Annihilation of Electron by Positron to Produce at least 2 Gamma Rays

  1. 1. The problem statement, all variables and given/known data

    The problem is listed as follows: Show that conservation of energy and momentum require at least two gamma rays to e emitted in the annihilation of an electron by a positron.


    2. Relevant equations

    p(initial) = p(final)
    E(initial) = E(final)
    Total rest mass = 1.0218 MeV/c^2
    p=hf/c
    E=hf

    3. The attempt at a solution

    I'm checking to see whether my answer to this question is sufficient. The book (Wong) introduces the idea of a proton and anti-proton annihilation at rest, so I assumed that this process could occur at rest as well. Is that ok?

    I first tried the production of a single gamma ray. However, since initial p=0, final p=0 as well. However, since initial E=/=0, and initial E = final E, then final E =/=0. These two are in contradiction to each other, since p=hf/c and E=hf. Combining, this gives p=E/c. Since c=/= 0, this equation is impossible.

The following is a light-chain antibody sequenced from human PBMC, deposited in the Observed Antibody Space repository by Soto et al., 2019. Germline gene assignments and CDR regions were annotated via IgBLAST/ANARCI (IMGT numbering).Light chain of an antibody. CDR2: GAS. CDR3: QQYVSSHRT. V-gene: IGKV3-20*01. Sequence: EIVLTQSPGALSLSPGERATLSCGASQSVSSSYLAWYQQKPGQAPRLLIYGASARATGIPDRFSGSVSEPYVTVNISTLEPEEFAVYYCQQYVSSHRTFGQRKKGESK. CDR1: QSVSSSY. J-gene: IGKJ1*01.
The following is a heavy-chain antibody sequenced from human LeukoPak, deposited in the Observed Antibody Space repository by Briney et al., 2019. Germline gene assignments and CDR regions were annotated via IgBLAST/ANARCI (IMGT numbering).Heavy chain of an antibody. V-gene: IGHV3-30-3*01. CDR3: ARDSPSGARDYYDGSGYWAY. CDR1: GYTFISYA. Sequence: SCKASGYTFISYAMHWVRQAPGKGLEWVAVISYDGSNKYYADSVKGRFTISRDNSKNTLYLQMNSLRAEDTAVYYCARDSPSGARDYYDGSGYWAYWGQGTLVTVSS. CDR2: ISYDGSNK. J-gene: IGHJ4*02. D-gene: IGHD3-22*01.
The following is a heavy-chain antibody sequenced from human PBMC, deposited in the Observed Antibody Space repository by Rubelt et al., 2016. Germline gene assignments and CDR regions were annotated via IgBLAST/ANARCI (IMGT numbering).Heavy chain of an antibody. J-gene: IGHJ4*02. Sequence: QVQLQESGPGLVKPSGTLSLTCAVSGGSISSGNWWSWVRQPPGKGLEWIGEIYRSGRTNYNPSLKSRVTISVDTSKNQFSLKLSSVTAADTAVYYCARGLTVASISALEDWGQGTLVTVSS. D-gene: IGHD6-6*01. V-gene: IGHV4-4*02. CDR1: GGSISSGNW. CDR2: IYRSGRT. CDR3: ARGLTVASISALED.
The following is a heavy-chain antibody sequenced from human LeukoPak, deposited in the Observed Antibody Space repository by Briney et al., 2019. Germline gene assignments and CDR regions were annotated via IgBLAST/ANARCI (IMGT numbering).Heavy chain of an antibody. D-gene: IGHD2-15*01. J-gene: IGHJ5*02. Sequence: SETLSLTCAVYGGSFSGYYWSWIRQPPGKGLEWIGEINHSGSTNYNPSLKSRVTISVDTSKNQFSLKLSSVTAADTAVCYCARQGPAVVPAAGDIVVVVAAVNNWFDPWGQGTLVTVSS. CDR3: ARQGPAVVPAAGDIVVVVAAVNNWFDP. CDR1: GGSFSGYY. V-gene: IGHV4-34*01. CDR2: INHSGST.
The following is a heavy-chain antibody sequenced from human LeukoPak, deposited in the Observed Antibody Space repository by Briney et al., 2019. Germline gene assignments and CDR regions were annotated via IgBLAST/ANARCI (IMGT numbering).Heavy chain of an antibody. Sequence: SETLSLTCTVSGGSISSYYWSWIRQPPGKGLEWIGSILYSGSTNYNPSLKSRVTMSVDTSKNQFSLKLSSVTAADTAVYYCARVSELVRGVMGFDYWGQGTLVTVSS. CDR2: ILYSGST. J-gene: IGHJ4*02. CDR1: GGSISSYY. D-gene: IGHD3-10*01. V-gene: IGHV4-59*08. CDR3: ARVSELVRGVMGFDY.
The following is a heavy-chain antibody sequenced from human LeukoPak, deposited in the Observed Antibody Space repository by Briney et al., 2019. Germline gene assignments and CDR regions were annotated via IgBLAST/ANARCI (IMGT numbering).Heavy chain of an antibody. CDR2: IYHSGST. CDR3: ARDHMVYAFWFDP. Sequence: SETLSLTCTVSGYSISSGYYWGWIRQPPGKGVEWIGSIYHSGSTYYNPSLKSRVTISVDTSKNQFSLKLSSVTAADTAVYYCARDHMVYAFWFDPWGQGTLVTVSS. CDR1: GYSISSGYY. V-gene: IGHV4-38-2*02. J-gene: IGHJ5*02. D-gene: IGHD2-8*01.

I then explained that if the rays were travelling in opposite directions, this would allow for final p=0, fulfilling initial p=final p.

    Do you guys believe that this is a sufficient answer? It is based upon the presumption that such an interaction can occur at rest.

    Let me know, thanks.
    1. The problem statement, all variables and given/known data



    2. Relevant equations



    3. The attempt at a solution
     
  2. jcsd
  3. Just came up with a new thought, I could create a situation such that the electron and positron are approaching each other in such a manner that initial p=0. This would allow the dismissal of the "at rest" presumption. Thoughts?
     
  4. dextercioby

    dextercioby 12,314
    Science Advisor
    Homework Helper

    This is the simplest exercise in quantum field theory, showing that the vertex of QED can't have all 3 particles on the mass shell.

    You only need the energy-momentum equation describing the mass shell.

    [tex] p^2 = m^2 \, \mbox{for the electron/positron and} \, p^2=0 \, \mbox{for the photon} [/tex]
     
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